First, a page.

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North Carolina’s Outer Banks are known for many things. Kitty Hawk is the birthplace of aviation. Cape Hatteras has perhaps the East Coast’s most famous lighthouse. All in all, the Outer Banks extend more than 120 miles from one end to the other, with hundreds of different attractions in between.

Many who haven’t visited the Outer Banks think that it’s similar to areas like Miami Beach, Florida, where the string of islands is perhaps a mile off the mainland at the most, easily visible across the inner waterway. But some islands of the Outer Banks are more than 30 miles out into the Atlantic Ocean; many aren’t even visible from the mainland.

The beach towns of the Outer Banks have long been some of the top beach destinations on the East Coast. If you’ve ever tried to drive across the Wright Memorial Bridge on a Saturday in the summer, you know this. Cars with license plates from as far north as New York line up to take the bridge across to the Outer Banks.

If you’re planning a trip to the area, here are six great beach towns to enjoy.

A wild horse on Carova Beach.

Corolla

Corolla is the beach town at the far north end of the Outer Banks. The name might remind you of Toyota’s popular sedan, but it’s actually pronounced Coh-RAH-luh. If you say it wrong in town, expect the locals to correct you.

Perhaps the best-known part of Corolla is Carova Beach. At a point immediately north of Corolla, Highway 12 simply ends, and access to all points north of there requires a drive down the beach. There are many vacation homes in the area, but all of them can be accessed by driving down the beach. This is also the area where the wild horses can be found. Spanish Mustangs have roamed Carova Beach for centuries, but don’t approach them -- these are wild horses in every sense of the word.

The town itself has many unique shops and restaurants. Some of our friends own a vacation home in Corolla, so this has quickly become our favorite spot. Because you’re so far north of the busier beach towns on the Outer Banks, Corolla feels like a different experience. If you’re looking for a slower pace on your beach vacation, Corolla is your spot.

The Wright Brothers National Memorial.

Kill Devil Hills

If you’re looking for the hustle and bustle of a busy beach town, on the other hand, then you’ll love Kill Devil Hills. This is the heart of the Outer Banks and the type of experience you would expect from an Atlantic Ocean beach town: a main drag lined with T-shirt shops and knick-knack stores, tall hotels and resorts lining the oceanside, and as many restaurants and bars as anyone could ever need.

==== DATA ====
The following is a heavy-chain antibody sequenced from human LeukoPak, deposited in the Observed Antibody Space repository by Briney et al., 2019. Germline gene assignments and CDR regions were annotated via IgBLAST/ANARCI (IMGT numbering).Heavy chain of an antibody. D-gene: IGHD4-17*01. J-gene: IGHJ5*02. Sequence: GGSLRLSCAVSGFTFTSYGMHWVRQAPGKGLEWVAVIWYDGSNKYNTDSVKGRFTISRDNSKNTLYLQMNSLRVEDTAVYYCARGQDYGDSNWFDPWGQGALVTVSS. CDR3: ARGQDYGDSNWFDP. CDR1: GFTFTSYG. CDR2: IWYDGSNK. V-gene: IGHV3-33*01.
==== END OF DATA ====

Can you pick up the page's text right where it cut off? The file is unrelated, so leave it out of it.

Kill Devil Hills is also home to the Wright Brothers National Memorial, which marks the spot where the brothers attempted their first flight. They chose the spot because of the way the winds swept up the large sand dunes (the “Kill Devil Hills”). At the time, there was no town of Kill Devil Hills (and wouldn’t be for more than half a century), so the Wright brothers traveled to and from Kitty Hawk while they were attempting their flights. For that reason, most people believe that their first flight happened in Kitty Hawk, even though Kitty Hawk is 3 miles north of the actual spot. The memorial is worth a visit, since the history of modern aviation can be traced to this one spot next to a massive sand dune on the Outer Banks.

But Kill Devil Hills isn’t just about the Wright Brothers National Memorial. If you’re interested in the classic beach resort experience, this is your spot. In the southern section of Kill Devil Hills, you’ll find multistory hotels and resorts lining the beach. You can wake up, leave your hotel, walk 30 steps to the beach, and then walk to lunch and dinner before doing it all over again the next day.

The historic Ocracoke Light on Ocracoke Island.

Ocracoke

Ocracoke Island is perhaps the exact opposite of Kill Devil Hills. If you’re looking for a quiet and secluded place to relax, you should head to Ocracoke.

Now, obviously, if you’re looking for someplace secluded on the Outer Banks, it’s going to take a lot to get there. If you’re coming from the north (across the Wright Memorial Bridge along with seemingly everyone else), then you'll have to drive 100 more miles to get to Ocracoke, which is located at the far southern end of the Outer Banks.

What’s more, there’s not a road to get there. Once you pass Cape Hatteras, you'll have to take a ferry the rest of the way to Ocracoke. The water is shallow there and nearly capable of supporting a roadway (you’ll notice that when your ferry boat goes far out into Pamlico Sound in order to turn south and head to Ocracoke -- you’ll feel like you’re traveling in the opposite direction for a while), but the ferry is necessary to access the island. Ferries travel to Ocracoke from both directions, and many who travel to the island do so from the southern part of North Carolina, taking a ferry from Cedar Island to the south.